South Korea just announced that it intends to install 3,000 AI-powered cameras around the country’s capital, Seoul. As if being constantly recorded by security cameras wasn’t dystopian enough, now some of those cameras will be able to think for themselves, too.
This could be very dangerous — The problem with using AI to detect crimes is that it’s only as accurate as its programmers allow it to be. Many times this is AI’s downfall: its inherent biases.
Maybe there’s a slight pattern of crimes being committed by people wearing black hats — does that mean everyone wearing a black hat will be flagged as a potential criminal? Or, more to the point, what if the AI’s programming favors a particular race or gender?
AI-in-progress — Right now the AI that’s set to power the cameras is still studying up on something like 20,000 court documents and pieces of crime footage. The goal is for the AI cameras to be able to deduce the likelihood that a crime will take place at a given place and time. The cameras will reportedly be able to compare past crime patterns to real-time footage. A finished version of the AI software is expected to be finished by 2022.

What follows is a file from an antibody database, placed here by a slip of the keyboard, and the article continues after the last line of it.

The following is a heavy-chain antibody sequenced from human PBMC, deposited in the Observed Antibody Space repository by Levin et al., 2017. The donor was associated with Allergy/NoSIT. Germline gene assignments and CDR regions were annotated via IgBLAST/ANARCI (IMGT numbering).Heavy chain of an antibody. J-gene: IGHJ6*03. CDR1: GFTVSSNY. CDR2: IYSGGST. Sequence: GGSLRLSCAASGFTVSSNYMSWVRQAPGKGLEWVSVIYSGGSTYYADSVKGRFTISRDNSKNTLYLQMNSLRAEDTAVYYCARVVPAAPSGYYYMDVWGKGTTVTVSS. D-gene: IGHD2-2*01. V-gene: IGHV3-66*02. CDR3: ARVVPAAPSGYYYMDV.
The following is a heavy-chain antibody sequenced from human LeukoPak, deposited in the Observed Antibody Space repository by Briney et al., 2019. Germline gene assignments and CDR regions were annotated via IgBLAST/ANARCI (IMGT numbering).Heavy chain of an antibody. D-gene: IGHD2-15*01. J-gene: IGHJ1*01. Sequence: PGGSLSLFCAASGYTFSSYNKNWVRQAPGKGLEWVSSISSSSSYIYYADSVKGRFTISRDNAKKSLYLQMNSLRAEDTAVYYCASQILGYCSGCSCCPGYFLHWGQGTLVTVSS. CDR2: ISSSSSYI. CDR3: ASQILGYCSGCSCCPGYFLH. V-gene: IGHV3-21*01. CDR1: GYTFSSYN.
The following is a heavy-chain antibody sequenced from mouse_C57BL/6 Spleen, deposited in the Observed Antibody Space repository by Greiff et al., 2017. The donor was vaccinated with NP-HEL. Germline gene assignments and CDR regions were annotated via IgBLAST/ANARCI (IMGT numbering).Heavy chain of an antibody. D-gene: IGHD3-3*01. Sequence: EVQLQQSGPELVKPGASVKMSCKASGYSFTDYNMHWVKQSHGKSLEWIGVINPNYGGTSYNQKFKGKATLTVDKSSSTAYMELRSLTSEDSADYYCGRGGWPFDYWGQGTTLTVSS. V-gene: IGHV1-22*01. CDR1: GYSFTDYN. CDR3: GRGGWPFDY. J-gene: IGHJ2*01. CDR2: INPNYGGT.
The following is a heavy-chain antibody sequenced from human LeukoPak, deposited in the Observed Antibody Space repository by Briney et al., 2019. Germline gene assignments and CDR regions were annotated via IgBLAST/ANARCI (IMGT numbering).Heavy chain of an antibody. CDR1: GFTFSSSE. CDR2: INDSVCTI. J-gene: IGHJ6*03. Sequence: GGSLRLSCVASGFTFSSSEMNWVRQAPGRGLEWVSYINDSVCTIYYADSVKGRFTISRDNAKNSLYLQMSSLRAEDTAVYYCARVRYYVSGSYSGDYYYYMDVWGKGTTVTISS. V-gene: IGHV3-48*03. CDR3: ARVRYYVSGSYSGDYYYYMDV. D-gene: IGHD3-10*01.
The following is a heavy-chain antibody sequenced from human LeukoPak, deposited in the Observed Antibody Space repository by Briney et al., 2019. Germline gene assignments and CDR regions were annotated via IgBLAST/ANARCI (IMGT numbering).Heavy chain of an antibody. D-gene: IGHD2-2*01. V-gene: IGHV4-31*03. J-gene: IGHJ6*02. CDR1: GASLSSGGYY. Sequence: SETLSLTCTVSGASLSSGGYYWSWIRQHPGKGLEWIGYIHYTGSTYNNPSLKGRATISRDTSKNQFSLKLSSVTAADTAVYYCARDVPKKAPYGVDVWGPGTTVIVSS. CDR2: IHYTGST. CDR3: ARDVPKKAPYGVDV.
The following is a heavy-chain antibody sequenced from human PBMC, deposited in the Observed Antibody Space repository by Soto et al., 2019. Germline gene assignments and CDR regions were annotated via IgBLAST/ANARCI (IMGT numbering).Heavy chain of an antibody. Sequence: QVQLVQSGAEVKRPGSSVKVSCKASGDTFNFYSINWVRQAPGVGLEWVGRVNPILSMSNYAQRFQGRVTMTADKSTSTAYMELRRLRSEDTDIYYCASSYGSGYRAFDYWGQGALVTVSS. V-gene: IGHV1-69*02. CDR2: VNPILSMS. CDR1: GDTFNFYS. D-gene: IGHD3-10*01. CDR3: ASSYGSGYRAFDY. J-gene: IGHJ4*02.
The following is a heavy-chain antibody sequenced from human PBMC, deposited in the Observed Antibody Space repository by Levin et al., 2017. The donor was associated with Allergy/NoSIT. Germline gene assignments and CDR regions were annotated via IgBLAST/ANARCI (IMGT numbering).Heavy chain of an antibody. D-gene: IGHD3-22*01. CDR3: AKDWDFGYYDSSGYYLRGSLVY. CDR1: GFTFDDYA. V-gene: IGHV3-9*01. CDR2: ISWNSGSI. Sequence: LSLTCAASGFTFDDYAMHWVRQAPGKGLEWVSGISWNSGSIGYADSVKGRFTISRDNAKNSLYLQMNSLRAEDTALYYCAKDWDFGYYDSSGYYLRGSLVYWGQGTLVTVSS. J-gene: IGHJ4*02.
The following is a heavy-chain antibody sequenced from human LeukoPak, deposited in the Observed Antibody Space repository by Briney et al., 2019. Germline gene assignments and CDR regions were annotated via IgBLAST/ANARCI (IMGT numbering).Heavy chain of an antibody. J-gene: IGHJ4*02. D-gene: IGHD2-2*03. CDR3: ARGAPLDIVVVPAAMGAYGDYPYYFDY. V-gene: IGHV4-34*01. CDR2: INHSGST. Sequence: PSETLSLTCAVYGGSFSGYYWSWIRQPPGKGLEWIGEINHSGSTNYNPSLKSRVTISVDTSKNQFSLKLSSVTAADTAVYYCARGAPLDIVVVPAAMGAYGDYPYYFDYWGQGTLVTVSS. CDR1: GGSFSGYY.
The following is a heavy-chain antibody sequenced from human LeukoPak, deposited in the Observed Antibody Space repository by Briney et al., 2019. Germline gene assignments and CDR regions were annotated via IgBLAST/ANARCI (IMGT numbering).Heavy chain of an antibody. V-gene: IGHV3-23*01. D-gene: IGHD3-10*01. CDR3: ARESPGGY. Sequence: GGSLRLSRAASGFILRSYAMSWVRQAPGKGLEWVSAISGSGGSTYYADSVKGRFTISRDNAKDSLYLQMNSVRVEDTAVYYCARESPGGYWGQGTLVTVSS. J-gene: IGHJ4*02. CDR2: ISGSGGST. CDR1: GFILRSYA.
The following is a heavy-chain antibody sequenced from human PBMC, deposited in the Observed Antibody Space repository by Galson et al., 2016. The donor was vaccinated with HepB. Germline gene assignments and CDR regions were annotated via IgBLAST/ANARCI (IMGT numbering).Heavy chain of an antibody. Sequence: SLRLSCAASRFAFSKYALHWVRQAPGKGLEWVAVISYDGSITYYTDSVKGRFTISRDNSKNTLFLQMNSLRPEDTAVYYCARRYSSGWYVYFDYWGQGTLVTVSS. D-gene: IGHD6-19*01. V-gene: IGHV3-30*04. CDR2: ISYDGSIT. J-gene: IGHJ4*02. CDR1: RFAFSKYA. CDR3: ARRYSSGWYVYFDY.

Complex discerning algorithms — According to the Electronics and Telecommunications Research Institute (ERTI) in Seoul, the cameras will be able to process the location, time, and behavior patterns of passerby to measure the probability of crimes taking place. They’ll also be able to detect details as minute as what each person is wearing and carrying with them.
It’s unclear how successful South Korea’s project will be, but maybe we shouldn’t be fighting crime rates with somewhat experimental software. Just a thought.